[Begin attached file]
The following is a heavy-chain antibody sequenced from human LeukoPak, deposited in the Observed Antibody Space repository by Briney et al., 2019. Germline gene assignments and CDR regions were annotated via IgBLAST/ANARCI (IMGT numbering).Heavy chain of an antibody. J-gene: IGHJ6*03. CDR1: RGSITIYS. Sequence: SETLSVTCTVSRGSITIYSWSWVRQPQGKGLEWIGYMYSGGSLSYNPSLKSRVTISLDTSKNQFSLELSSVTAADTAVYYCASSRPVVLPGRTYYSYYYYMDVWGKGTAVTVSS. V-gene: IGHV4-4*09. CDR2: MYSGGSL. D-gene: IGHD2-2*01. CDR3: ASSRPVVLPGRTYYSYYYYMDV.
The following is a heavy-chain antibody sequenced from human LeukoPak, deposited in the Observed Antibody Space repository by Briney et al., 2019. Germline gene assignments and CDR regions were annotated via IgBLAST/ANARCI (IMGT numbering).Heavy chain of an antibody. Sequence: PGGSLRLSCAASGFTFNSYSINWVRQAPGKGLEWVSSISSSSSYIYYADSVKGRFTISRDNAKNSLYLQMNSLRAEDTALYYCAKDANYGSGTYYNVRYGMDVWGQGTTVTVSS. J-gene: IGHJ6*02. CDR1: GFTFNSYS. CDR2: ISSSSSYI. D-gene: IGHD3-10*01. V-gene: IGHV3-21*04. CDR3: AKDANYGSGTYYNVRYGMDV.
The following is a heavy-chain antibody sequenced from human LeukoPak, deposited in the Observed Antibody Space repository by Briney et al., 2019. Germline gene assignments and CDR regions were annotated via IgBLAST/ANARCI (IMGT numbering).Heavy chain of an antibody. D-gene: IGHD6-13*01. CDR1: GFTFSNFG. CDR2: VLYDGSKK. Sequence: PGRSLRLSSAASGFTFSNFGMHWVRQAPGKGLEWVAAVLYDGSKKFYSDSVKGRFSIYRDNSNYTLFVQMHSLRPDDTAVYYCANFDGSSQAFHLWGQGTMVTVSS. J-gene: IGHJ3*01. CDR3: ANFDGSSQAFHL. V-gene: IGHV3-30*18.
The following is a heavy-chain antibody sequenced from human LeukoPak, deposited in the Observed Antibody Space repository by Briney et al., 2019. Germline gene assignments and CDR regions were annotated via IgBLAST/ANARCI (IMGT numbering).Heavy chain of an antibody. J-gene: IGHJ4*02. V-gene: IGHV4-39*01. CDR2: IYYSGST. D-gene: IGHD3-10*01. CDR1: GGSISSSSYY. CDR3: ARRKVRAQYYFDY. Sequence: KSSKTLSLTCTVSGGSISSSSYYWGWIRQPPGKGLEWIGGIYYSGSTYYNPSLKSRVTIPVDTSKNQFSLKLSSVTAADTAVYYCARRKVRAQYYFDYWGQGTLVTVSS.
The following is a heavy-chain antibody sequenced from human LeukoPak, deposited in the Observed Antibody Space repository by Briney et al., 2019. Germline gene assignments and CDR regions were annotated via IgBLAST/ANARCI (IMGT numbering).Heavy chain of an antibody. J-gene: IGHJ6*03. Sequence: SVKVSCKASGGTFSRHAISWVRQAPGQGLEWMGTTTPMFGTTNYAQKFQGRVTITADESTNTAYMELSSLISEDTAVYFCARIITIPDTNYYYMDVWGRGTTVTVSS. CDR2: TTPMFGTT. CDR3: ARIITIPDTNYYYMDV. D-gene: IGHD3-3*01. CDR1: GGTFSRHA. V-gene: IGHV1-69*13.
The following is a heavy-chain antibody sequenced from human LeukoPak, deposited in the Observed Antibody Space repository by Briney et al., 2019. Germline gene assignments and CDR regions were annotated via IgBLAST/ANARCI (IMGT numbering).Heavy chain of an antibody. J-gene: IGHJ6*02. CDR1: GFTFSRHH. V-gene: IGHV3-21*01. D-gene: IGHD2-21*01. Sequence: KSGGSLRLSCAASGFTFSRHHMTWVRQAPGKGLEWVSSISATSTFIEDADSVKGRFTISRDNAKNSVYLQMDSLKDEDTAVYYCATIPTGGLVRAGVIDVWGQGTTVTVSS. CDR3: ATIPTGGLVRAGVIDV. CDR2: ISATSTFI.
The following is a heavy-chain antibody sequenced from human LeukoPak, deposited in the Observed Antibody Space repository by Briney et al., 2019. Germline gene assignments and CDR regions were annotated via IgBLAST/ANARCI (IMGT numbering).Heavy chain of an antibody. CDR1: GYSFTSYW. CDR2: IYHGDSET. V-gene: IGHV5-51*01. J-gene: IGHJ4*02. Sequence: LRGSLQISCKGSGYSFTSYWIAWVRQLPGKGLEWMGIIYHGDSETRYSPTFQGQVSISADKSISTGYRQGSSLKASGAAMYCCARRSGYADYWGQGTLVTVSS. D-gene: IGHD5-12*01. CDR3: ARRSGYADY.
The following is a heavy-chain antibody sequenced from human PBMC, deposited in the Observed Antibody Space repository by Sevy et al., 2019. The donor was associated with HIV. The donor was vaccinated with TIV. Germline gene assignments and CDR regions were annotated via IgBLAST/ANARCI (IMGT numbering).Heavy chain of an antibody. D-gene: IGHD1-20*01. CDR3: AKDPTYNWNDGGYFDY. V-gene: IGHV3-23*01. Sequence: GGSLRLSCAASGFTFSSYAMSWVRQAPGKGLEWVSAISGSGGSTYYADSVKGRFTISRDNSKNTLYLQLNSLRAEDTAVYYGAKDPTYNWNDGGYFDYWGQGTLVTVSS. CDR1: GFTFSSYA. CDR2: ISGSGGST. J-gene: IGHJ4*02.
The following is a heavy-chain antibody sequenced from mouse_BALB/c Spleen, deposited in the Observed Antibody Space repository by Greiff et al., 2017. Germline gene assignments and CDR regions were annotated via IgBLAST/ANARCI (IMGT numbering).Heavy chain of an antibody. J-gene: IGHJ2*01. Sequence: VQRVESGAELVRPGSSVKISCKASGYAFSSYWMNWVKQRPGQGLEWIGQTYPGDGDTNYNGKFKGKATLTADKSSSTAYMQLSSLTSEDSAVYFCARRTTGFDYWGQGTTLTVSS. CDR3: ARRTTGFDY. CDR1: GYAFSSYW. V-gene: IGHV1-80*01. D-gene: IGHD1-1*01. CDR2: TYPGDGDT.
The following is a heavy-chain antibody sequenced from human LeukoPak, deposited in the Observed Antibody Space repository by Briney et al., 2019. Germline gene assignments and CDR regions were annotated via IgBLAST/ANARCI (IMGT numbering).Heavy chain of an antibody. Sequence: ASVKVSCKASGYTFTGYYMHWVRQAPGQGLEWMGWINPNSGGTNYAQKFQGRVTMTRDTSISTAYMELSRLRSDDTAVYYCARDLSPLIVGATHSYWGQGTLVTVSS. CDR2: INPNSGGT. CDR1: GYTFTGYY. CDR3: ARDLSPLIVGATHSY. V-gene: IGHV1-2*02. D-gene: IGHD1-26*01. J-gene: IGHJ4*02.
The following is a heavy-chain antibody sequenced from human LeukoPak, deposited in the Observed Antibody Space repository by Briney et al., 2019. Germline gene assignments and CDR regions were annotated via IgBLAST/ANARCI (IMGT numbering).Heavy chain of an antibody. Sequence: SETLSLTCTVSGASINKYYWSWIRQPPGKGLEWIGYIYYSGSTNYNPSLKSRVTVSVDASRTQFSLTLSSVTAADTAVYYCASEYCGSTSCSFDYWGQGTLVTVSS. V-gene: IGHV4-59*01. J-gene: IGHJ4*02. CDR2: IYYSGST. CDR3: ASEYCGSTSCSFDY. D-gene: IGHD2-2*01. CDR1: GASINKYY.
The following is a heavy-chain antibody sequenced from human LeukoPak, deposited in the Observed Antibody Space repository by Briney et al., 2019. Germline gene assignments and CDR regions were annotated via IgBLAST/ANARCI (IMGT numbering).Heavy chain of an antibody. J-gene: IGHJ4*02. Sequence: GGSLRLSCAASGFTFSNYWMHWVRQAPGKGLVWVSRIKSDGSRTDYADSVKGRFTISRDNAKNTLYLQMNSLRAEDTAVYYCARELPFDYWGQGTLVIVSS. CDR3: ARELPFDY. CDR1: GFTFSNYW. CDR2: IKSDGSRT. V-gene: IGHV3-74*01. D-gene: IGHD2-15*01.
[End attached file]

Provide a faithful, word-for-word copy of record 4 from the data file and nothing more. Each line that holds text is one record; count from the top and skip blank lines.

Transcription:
The following is a heavy-chain antibody sequenced from human LeukoPak, deposited in the Observed Antibody Space repository by Briney et al., 2019. Germline gene assignments and CDR regions were annotated via IgBLAST/ANARCI (IMGT numbering).Heavy chain of an antibody. J-gene: IGHJ4*02. V-gene: IGHV4-39*01. CDR2: IYYSGST. D-gene: IGHD3-10*01. CDR1: GGSISSSSYY. CDR3: ARRKVRAQYYFDY. Sequence: KSSKTLSLTCTVSGGSISSSSYYWGWIRQPPGKGLEWIGGIYYSGSTYYNPSLKSRVTIPVDTSKNQFSLKLSSVTAADTAVYYCARRKVRAQYYFDYWGQGTLVTVSS.